Book Marketing 105: Choosing a Book Distribution System - This vital mini-guide includes criteria for deciding how you will distribute your books. Also includes complete information on 30 distributors, 4 library distributors, 89 book publishers who also distribute for other publishers, 3 sales representatives to the chains, 27 bookstore wholesalers, 34 library wholesalers, and 23 Spanish-language wholesalers. Plus a sample book distribution contract. Ebook download, $30.00.
Top 700 Independent Bookstores - This database features 740 stores with address, book buyer, owner, event coordinator, phone, fax, email, website, and more! Cost: $40.00. This data file features an updated list of the largest indie bookstores that work with authors and buy books from indie publishers. The report comes as a data file download (your choice of Microsoft Access, Excel, or rich text format). The data files do require that you know how to use a database or word-processing program.
More great quotes at http://www.quotablebooks.com
In this issue . . .
- How much is a celebrity tweet worth?
- Author success story
- Tweets you can use
- children's bookstores
How much is a celebrity tweet worth?
Recently three celebrities tweeted about a new book called Connected: The Surprising Power of Our Social Networks & How They Shape Our Lives. Here are the results of the book sales from these three tweets:
Alyssa Milano, actress - 1.2 million followers - no sales
Tim O'Reilly, publisher, O'Reilly Media - 1.5 million followers - 1 book sold
Susannah Fox, associate director, digital strategy at Pew Research Center - 4,960 followers - 3 books sold
Why so few sales? I can think of a number of reasons:
1. The three celebrities did not have the right audience for the book (it's an academic text).
2. The tweets were sent at a non-opportune time during the day. Note: When you post a tweet affects how many people see the tweet and how many respond to the tweet.
3. The followers of Fox are more passionately attached to what she tweets that the actress and the publisher.
4. The tweets were uninteresting. I tried to track down the original tweets but Twitter was bogged down at the time I was doing the search. Alas.
To read the Nieman Journalism Labs blog post about the three original tweets, see: http://bit.ly/fLV6Fx
Author success story
Several years ago, Kaayla Canfield, author of Simply Going Green in 3 Years Or Less, contacted Alberta Education about her book. The process was long and detailed, but last October they finally approved her book for grades 10, 11, and 12 in Alberta, Canada.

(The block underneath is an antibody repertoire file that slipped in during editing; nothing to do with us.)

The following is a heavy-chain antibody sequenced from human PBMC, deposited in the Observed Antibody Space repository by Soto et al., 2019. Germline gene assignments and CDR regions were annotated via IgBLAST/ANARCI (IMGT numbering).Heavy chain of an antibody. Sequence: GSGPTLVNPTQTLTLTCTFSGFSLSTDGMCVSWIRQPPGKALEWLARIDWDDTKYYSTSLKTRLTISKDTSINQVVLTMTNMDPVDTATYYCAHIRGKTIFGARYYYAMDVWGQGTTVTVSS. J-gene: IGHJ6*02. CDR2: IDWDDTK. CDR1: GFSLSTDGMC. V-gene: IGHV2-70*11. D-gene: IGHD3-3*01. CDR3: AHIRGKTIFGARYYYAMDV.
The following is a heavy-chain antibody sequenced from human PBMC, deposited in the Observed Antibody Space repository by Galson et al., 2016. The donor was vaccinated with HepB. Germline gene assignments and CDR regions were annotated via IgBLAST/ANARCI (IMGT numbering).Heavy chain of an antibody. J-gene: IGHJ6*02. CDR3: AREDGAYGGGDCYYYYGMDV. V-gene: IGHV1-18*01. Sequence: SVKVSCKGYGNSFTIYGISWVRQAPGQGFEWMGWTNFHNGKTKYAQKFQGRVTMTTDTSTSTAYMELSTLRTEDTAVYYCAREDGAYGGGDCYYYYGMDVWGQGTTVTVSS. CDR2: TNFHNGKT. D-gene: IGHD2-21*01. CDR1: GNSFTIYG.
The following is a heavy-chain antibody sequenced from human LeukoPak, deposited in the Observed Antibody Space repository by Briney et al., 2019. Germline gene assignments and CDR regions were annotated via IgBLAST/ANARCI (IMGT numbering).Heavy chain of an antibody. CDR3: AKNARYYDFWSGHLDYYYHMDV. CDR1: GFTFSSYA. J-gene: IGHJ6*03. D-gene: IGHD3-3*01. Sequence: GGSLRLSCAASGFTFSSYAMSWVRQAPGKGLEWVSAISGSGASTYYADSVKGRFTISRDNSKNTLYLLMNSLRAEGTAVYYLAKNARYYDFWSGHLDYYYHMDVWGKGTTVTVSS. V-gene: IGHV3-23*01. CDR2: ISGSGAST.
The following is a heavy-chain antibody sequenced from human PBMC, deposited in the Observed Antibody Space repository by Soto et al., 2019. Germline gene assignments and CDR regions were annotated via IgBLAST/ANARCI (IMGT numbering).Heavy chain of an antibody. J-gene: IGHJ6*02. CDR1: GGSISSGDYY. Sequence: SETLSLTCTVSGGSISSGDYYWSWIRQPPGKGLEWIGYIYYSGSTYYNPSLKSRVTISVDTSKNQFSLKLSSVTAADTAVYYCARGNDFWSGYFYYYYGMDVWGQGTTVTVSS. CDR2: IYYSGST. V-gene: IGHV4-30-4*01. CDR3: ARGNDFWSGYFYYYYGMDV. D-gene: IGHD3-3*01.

As Kaayla noted, "It is considered Curriculum Resource material, which means they will use it to teach curriculum in all of Alberta. Now that may not seem like much, but if you think about it, they will purchase the book in bulk, for all those grades which is thousands of books. On top of that, they buy books for B.C. Education, and the N.W.T Education, which means that my book will be considered in those provinces as acceptable resource material."
She suggested that other newsletter readers might consider approaching the education departments in their states because it can result in significant sales.
John's Comment: If your book might be suitable for a textbook or supplemental material in a class, you might look into selling to the education departments in your state. Always start in your state where you can learn the rules by walking into the door of your local school and, if necessary, your state department of education. Once you get your book approved in your state, you can expand to other nearby states.
Note: Getting a book approved for use in schools can be a long, tedious, challenging project. But, if you are successful, it could mean thousands of copies sold every year for years to come.
Tweets you can use
There are some great book marketing lessons and tips included within these short tweets.
=> Looking for a book publisher for your religious or spiritual book? Check out http://www.bookmarket.com/religion.htm
=> Example of a great end-of-the-year 2010 tie-in news release: http://blog.bookmarket.com/2010/12/example-of-great-end-of-year-2010-tie.html
=> Still waiting to get a new blog post approved for the Huffington Post. Not sure why they are taking so long. Timely post getting lost.
=> My birthday is coming up on Sunday (January 16th). Send fudge. It's okay if it's late.
Follow more of John's tweets at http://twitter.com/johnkremer
Here are four new children's bookstores:
The Bookworm Burrow, Natalie Page, Owner, The Public Market, 1530 Cornwall Avenue, Bellingham, Washington 98225. Email: firstname.lastname@example.org. Web: http://www.bookwormburrow.com. Blog: http://www.bookwormburrow.org.
The Elephant’s Trunk Children’s Bookshop, Danielle Kreger, Owner, Lexington Center, 1764 Massachusetts Avenue, Lexington, Massachusetts 02420. Email: Danielle@elephantstrunkbooks.com. Web: http://www.elephantstrunkbookshop.com. Blog: http://elephantstrunkbookshop.blogspot.com.
The Voracious Reader, Francine Lucidon, Owner, 1997 Palmer Avenue, Larchmont, New York 10538; 914-630-4581; Fax: 914-630-4582. Email: email@example.com. Web: http://www.thevoraciousreader.com.
Authentic power. It happens when purpose aligns with personality to serve the greater good. - Oprah Winfrey